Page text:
Chinese historians believe the art and science of herbology officially began in 2975 B.C., when Shen Nong compiled "The Divine Farmer's Almanac" or Shen Nong Bencao, which describes the therapeutic effects of 365 herbs. Observations of early forest-dwelling herbalist hermits living among China's 5 sacred mountains led to a philosophy on health maintenance within the natural milieu. These insights eventually formed the basic tenets of Taoism, which Lao Tzu drew from when he wrote the Tao Te Ching (the way of life) in the year 500 B.C.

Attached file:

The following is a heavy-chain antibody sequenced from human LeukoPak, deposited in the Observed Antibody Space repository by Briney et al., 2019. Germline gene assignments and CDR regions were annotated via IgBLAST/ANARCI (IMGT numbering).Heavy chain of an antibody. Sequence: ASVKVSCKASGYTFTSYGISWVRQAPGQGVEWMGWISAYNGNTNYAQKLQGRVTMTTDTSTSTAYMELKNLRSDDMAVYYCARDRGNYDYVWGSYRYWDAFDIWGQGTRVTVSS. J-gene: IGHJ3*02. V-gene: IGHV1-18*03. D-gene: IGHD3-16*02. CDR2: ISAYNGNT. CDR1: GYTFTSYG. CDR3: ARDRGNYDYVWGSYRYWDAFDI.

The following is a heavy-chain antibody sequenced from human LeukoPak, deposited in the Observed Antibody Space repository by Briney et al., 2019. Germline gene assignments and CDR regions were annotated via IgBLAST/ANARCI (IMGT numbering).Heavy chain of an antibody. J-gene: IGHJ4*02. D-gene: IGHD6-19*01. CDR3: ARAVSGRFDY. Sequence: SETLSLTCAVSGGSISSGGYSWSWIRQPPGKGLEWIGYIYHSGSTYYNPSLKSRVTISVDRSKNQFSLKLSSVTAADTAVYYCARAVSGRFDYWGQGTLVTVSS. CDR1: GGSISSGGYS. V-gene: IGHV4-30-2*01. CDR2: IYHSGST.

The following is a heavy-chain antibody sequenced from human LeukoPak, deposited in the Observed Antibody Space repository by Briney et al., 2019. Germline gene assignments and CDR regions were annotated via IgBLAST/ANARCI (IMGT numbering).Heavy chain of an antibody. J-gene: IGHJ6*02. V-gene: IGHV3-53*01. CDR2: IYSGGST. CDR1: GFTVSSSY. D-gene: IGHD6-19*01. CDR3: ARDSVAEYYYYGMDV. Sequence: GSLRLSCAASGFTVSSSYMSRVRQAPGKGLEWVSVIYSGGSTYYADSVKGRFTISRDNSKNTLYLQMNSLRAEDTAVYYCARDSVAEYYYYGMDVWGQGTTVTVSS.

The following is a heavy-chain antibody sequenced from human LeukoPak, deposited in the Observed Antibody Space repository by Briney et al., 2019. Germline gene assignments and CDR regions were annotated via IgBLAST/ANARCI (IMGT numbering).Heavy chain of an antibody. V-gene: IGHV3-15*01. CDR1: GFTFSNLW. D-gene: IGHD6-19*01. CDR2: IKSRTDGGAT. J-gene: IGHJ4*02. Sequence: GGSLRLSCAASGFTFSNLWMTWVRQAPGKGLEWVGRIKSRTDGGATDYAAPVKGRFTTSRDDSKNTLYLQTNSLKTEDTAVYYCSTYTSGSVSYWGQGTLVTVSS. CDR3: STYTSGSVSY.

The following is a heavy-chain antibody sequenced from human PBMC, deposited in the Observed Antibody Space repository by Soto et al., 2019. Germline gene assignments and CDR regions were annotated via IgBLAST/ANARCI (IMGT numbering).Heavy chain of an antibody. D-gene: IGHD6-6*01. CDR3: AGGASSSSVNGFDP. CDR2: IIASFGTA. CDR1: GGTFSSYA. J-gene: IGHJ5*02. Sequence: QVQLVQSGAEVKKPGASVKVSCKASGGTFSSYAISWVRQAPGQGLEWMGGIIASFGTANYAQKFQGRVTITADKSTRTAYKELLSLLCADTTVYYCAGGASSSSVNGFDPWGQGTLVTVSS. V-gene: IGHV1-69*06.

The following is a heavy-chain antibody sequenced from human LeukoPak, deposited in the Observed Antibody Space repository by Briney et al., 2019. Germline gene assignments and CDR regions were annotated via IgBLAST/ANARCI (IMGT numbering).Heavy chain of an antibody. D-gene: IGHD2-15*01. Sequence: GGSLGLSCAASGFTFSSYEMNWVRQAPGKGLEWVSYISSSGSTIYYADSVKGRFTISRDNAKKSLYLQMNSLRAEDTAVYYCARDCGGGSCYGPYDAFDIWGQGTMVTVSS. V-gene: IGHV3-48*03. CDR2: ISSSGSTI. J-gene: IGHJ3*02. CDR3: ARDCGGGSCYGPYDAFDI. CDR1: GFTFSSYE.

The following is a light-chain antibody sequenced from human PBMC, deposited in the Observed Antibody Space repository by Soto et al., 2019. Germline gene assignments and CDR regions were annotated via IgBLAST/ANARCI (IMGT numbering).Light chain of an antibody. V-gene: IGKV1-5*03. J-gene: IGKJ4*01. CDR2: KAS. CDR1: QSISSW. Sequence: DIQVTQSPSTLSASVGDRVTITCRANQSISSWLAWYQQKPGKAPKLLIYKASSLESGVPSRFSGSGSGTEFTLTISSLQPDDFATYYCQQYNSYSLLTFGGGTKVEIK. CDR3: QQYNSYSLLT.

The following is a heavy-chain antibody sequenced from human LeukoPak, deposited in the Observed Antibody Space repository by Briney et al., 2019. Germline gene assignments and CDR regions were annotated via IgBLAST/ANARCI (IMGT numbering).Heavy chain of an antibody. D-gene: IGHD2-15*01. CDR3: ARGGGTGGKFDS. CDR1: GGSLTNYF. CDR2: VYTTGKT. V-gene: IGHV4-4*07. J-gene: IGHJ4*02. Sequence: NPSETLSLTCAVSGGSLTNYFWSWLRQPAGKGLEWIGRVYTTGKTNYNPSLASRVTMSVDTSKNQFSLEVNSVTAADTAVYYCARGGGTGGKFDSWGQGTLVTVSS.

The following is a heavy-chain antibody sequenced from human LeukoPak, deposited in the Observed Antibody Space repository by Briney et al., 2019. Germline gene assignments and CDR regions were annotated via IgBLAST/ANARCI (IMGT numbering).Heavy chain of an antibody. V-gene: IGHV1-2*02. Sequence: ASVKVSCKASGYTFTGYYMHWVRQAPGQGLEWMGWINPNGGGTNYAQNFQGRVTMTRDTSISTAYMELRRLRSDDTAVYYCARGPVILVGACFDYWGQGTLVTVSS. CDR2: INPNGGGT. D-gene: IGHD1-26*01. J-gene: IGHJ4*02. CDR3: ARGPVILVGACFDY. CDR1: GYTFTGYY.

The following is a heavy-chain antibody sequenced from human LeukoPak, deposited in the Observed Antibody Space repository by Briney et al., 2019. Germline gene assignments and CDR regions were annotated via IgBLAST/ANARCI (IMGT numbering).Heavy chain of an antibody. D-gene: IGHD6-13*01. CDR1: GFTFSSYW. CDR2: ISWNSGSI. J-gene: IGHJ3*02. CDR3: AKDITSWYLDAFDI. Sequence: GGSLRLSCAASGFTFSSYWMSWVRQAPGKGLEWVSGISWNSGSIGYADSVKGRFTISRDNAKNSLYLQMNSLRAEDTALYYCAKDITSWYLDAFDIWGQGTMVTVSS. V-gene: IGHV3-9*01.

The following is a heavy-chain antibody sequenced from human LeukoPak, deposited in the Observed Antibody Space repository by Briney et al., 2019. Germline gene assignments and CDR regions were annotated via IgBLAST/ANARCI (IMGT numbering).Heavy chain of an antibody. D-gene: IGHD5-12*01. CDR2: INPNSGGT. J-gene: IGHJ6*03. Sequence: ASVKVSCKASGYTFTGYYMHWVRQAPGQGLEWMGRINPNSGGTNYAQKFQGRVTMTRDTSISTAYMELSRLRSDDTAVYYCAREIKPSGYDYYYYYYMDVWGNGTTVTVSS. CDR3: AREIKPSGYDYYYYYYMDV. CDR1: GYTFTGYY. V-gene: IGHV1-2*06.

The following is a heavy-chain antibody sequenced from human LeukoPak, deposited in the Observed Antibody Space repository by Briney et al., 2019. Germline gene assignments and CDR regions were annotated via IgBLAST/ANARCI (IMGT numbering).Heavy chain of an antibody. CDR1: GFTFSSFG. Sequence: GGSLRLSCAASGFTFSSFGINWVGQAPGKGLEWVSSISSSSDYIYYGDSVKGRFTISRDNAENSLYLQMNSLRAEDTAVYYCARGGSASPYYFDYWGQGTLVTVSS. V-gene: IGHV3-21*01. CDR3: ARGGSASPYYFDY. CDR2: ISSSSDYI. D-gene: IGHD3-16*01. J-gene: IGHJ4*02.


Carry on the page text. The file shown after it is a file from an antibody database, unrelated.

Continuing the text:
Since those early days, Taoist health philosophy evolved to incorporate the most sophisticated system of herbology ever devised in Human history. During this time, the precepts of the "Three Treasures" evolved. These represent the three primary components of life; Jing - the body's physical mass, and its capacity to reproduce; Chi - the flame of metabolism and evolution; and Shen - the spirit and the lessons learned. Understanding this Taoist health philosophy can offer deep insights into health and energy.